AVENUE Q [Victor 82876-55923]
This sweetly rude satire by Robert Lopez and Jeff Marx is the clear winner in the Broadway cast album sweepstakes. Not that there was a lot of competition, mind you; even so, Avenue Q is easily the most delightful entry since Hairspray. The songs are wildly funny, hitting us again and again with unexpected jolts of jokes. The words are matched, every step of the way, by the brightly breezy music; Lopez and Marx's sense of humor extends across the score. And Avenue Q wears well, these are not hear-them-once-and-never-laugh-again jokes. Listening to the CD now, after a month or so, makes me want to rush back over to the Golden for another visit. The performances are incredibly enjoyable: John Tartaglia, Stephanie D'Abruzzo, Rick Lyon, Natalie Venetia Belcon, Jordan Gelber and Ann Harada, all of them. Yes, this CD might be offensive to some; if you are apprehensive that Avenue Q will offend you, you are probably right. Even so, Avenue Q is the musical comedy treat of the year.
ELEGIES: A SONG CYCLE [Fynsworth Alley 302 062 189]
William Finn returned to Lincoln Center Theater in the spring with a song cycle of Elegies. Since 1981, he has been providing us — slowly but steadily — with a string of remarkable songs. Elegies contains some almost unbearably beautiful (and poignant) pieces, my favorites being "Anytime (I Am There)," "14 Dwight Ave., Natick, Massachusetts," "When the Earth Stopped Turning" and "Venice." Michael Rupert, Carolee Carmello, Betty Buckley, Keith Byron Kirk and Christian Borle do the singing, Vadim Feichtner is the impressive and expressive pianist. All combine for a contemplative and rewarding song collection.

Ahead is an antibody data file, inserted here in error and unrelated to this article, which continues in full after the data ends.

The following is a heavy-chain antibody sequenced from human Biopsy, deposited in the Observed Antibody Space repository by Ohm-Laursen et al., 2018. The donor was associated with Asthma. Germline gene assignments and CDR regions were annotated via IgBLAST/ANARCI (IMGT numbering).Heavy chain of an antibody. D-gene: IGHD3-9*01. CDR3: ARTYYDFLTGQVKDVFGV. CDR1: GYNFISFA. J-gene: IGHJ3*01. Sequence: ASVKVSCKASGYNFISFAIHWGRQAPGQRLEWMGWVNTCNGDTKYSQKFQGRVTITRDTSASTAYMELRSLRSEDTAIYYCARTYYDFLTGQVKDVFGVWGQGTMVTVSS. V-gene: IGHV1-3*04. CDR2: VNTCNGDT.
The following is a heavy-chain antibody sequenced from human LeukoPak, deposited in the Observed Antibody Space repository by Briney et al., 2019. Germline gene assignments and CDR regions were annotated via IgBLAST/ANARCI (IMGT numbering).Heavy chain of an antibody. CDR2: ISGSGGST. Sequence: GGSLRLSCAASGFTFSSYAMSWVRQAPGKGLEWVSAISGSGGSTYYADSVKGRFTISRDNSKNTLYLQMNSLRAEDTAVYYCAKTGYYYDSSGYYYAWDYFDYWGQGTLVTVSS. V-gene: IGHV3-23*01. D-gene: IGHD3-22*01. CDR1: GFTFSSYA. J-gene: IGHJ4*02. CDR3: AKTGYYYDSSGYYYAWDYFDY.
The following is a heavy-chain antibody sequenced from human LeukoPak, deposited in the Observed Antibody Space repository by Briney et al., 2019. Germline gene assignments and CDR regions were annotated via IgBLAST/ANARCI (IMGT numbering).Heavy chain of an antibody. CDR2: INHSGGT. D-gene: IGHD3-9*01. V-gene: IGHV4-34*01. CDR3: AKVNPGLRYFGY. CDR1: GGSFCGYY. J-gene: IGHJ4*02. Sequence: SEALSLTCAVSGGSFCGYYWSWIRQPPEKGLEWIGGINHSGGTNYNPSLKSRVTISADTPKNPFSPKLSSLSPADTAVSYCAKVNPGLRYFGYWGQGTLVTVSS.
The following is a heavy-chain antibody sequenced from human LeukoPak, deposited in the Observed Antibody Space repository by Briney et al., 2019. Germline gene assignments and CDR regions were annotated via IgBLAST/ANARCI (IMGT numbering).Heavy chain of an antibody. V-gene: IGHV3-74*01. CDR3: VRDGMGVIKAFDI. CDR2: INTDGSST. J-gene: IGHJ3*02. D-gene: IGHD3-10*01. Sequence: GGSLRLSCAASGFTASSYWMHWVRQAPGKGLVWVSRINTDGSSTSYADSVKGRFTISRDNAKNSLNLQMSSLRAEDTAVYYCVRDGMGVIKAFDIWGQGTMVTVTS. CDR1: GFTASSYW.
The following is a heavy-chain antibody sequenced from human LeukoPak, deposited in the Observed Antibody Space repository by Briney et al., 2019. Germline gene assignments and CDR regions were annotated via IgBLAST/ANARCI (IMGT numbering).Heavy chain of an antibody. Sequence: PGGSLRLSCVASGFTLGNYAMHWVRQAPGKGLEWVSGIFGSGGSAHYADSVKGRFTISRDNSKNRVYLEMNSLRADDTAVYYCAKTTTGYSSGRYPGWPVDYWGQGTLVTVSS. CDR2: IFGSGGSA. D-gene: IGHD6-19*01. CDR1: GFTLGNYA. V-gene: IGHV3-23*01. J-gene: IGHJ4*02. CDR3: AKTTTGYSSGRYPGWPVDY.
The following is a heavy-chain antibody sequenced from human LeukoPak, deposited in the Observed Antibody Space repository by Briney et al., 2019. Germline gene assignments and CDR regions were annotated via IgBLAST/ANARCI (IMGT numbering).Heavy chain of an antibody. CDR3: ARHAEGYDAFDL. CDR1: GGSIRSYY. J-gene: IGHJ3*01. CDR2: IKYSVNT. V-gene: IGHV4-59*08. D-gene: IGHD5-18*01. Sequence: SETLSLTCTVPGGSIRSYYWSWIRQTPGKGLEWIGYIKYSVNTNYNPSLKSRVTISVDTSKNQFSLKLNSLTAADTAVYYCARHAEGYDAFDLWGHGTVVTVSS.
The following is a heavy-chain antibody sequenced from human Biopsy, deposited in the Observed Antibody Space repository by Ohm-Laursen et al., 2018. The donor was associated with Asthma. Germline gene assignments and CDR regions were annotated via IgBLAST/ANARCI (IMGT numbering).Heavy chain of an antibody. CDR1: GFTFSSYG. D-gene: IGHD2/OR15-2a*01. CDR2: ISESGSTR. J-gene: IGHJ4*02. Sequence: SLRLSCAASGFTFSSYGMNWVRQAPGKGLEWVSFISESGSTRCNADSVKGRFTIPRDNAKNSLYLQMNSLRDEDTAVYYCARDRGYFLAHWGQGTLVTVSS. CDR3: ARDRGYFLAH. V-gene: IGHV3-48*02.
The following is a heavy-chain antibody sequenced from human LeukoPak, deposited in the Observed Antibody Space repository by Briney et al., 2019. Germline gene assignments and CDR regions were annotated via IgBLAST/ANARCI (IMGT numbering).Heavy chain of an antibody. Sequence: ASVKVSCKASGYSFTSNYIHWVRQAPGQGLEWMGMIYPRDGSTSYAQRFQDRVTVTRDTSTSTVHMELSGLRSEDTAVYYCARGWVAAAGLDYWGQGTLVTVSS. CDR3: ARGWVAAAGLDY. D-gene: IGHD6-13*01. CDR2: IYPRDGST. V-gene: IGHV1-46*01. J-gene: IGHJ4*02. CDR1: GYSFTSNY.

FIRST LADY SUITE [ps classics PS-206]
Michael John LaChiusa's chamber musical attracted minimal interest when it was first produced in December 1993, in part because it was overshadowed the following month by LaChiusa's higher-profile Hello Again. A 2002 revival in Los Angeles resulted in a belated cast album, with First Lady Suite revealing itself as an adventurous (and funny!) flight in the uncompromising hands of LaChiusa. The three interrelated one acts focus on three mid-Century first ladies, Roosevelt, Eisenhower and Kennedy by name. This might sound like unpromising material, which helps explain the obscurity of the piece. But the writing is incredibly rich. LaChiusa is able to pinpoint the weak spots of his characters, expose them like raw wounds, translate them into words and set them to music. This is somewhat difficult listening, at first, but First Lady Suite pays off.
Reissues of Musicals Already on CD
Virtually all of Broadway's most successful original cast albums were transferred to CD long ago, and understandably so; some have been remixed and/or remastered on as many as four occasions. The latest crop of reissues often includes additional material — tracks from the original sessions, songwriter demos and other miscellaneous items. These bonuses are added to enhance our listening experience, and to hopefully convince us to buy yet another copy of a recording that some of us already have in a handful of generations (mono, stereo and two or three CD mixes). Some of these reissues stand out from the crowd.